Patrons of the Old Faith is based on a prosopographical study of the Catholic nobility in two provinces, but its scope and significance go far beyond its primary object. The book’s real strength lies in its strong conceptual and theoretical framework; in its international, comparative perspective; and in the thoughtful, cautious way in which the author presents his case, always paying attention to possible counterarguments. Geraerts’s reluctance to restrict his research to those families whose male members traditionally were eligible to attend meetings of the provincial knighthood (the riddermatige adel), and his inclusion of the ‘new nobility’ in his analysis, has proven rewarding. By expanding his scope, he not only provides us with a much-needed dynamic approach to Dutch noble culture, but also highlights the intricate relationship between civil and confessional identities. Indeed, the interaction of those two identities in different spheres of Catholic noblemen’s lives constitutes a key perspective of this study. For ambitious upstarts, taking up a self-assumed role as patron of a local congregation by opening their country house for clandestine religious ceremonies seems to have been especially rewarding, because it enhanced their noble stature amongst co-religionists as much as did their adaptation of an aristocratic lifestyle and the buying of seigneuries and foreign titles.

However, some of Geraerts’s choices are more debatable. The book probably would have benefited from taking the 1550s as starting point, a decade in which the nobility still performed its traditional role within the corpus christianum – the local spiritual and secular community. The religious turmoil of the 1560s and the appeal of Protestantism among many noblemen and noblewomen in these turbulent years are also almost entirely left out of the picture. The important question of why most of the noble families of Utrecht and Guelders seem to have converted to Calvinism after the collapse of the Catholic Church without much protest, while others increasingly manifested themselves as staunch patrons of the old faith, thus remains entirely unanswered. The unwavering Catholicism that some lineages displayed after the 1650s seems to have depended largely on the religious zeal of just one family member, often a priest, who successfully succeeded in convincing his brothers and sisters to stay loyal to the ‘true faith’. In other instances, old family networks and marriage alliances probably played a decisive factor in the shaping of religious identities. However, much remains unclear about the way confessional choices were negotiated in noble families during the crucial decades around 1600. It seems doubtful whether a more exhaustive archival research would have provided us with conclusive answers in this respect. Regarding some other subthemes, however, a few relevant primary sources do not seem to have been considered in the present study. Surviving alba amicorum (‘books of friendship’), for example, are particularly meaningful when it comes to assessing the sociability of Catholic noble families, while the (poorly inventoried) archives of Ter Horst castle held in the Historisch Centrum Limburg include a series of letters addressed to Willem Vincent, baron van Wittenhorst, one of the most fascinating Catholic noblemen of his generation. Just as the alba, these letters could at least have adorned the author’s academic prose with a few more anecdotal, intimate accounts.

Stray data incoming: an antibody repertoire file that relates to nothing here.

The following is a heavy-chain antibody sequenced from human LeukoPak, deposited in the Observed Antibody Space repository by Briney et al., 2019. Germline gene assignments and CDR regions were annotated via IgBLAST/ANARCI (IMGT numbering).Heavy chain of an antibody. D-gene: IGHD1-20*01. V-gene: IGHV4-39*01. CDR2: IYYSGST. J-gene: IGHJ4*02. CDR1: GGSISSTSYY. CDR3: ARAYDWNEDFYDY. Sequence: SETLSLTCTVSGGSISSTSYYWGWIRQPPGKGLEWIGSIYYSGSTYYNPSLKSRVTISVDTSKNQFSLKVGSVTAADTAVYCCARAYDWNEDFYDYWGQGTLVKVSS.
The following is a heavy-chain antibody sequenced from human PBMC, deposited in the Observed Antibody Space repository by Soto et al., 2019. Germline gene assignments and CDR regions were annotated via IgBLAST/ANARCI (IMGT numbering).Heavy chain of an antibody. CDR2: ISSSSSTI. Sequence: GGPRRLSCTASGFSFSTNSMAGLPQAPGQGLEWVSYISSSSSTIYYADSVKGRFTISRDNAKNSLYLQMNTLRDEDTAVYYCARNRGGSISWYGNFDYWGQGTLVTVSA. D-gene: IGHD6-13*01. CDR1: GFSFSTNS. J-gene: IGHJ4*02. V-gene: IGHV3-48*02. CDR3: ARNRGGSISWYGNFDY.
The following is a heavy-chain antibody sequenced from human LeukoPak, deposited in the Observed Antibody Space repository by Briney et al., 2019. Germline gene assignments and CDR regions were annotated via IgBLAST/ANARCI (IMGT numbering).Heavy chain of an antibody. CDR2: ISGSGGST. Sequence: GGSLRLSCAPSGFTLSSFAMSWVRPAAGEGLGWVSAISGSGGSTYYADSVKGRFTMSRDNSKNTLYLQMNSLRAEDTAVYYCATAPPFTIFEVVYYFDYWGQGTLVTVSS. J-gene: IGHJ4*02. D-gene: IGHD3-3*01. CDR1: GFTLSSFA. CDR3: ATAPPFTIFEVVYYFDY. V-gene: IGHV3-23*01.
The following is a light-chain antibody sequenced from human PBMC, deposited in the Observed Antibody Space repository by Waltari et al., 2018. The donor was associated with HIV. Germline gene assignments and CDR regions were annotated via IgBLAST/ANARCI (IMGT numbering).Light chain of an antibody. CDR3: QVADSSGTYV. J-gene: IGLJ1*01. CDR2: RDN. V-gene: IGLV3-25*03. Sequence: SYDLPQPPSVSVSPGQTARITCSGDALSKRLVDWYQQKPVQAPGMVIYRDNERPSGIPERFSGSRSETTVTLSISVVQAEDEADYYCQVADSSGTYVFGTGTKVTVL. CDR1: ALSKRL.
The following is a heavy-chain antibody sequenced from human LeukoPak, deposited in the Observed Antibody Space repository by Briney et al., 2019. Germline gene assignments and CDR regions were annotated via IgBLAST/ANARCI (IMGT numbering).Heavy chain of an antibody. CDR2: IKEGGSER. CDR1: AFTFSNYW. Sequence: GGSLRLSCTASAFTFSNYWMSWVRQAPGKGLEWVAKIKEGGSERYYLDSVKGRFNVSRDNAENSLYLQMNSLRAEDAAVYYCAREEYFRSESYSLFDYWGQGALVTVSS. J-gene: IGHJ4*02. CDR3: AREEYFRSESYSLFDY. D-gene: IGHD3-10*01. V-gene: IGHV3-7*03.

Geraerts’s study should not just be applauded as an important contribution to the historiography of the Dutch nobility and to the study of spiritual practices and confessional identities in early modern European noble culture. By focussing on a particular social group within the Catholic minority in a Protestant state, he manages to deepen our understanding of religious practices and power structures within the Holland Mission. But the relevance of his study does not end here. Through his firm commitment to a comparative perspective, Jaap Geraerts not only underlines the similarities in the Catholic experience on Protestant soil during the seventeenth century, he also points out the differences. Praise for his intellectual feat will undoubtedly outlive any of the aforementioned punctilious remarks about missed archival opportunities – and rightly so.